After only a few minutes, however, my body begins to remember the seemingly long-forgotten sequence of movements, gliding over the snow and the feeling of having planks under my feet. It really is a little like cycling or swimming – once you get back in the saddle (or water) you realise that you never really forget how to do it. You just have to trust in yourself and listen to your body.
After two or three runs, I really got back into the swing of things. Even my brain remembered why skiing has always been such fun. It is an unbeatable combination of exercise in the great outdoors and speed, coupled with panoramic mountain views and mountain hut magic.
Elated by my initial success I head back to the hotel early afternoon, a little tired, but full of pride and good spirits. I know I shouldn’t overdo things when returning to the sport, so I spend the rest of the day indulging in the luxuriant pleasures offered by the hotel spa and a delicious meal made from local produce. I then visit an almost 500 year-old alpine farm and improve my good mood even more with a little Tirolean schnapps tasting session with farmer Simon. Later, I end my evening with a snowshoe hike by moonlight which (as opposed to skiing), is something I have never done before.
The next day I feel almost like an old pro again as I saunter confidently to the gondola with my skis in my hand. Only a few downhill runs later under expert instruction, the blue runs begin to bore me. My new favourite piste is now a lengthy red run, which really pushes my concentration and stamina levels, but one I can complete in one fell swoop. That is how I imagine skiing to be.
I get a little more adventurous and test other slopes in search of the best run, with the most snow and nicest views. I find it at the very top, at the Hohen Salve summit, which is fondly known as the “Scenic Mountain” with very good reason. An alpine panorama stretches out in front of me, like a mural dreamscape, with paragliders swirling through the air. 70 three thousand metre high peaks can apparently be admired from here.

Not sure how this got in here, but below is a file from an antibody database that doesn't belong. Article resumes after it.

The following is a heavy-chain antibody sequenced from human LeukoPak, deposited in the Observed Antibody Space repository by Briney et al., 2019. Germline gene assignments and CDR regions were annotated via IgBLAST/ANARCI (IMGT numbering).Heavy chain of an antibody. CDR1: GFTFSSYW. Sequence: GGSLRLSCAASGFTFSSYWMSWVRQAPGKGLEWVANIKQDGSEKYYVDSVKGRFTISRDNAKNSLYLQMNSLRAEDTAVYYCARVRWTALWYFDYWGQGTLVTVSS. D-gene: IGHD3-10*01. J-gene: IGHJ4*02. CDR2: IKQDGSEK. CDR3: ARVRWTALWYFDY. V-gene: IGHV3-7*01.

Unfortunately, the only way to ski back is down a black piste. It looks pretty mean from up here, steep and icy. Yet I want to give it a go and decide to turn it into my final adversary in my returnee challenge. It surely can’t be that difficult? Our dashing private instructor, Patrick, wants to show me how to tackle it.
So, only a short time later, I stand at the top of this steep slope and attempt to gather my wits. Meanwhile, better skiers than I whizz past to my left and right and I am having trouble supressing a feeling of queasiness. I carefully push off towards the slope, dig my edges in like there is no tomorrow and concentrate hard so I don’t slip down the shady slope. And it works! Somehow!
The final section down to the middle station is as easy as pie. I am now “in the zone” and don’t need to stop at all.
What a run! What a weekend! I can ski (again)!
And suddenly, I am looking forward to winter all over again.
Susi Maier is a passionate traveller and blogger, always on the lookout for her next adventure and extraordinary experiences, which she writes about on her blog www.blackdotswhitespots.com After a skiing accident, this Stuttgart girl is ready to venture back on the ski band-wagon this winter – in Tirol, of course.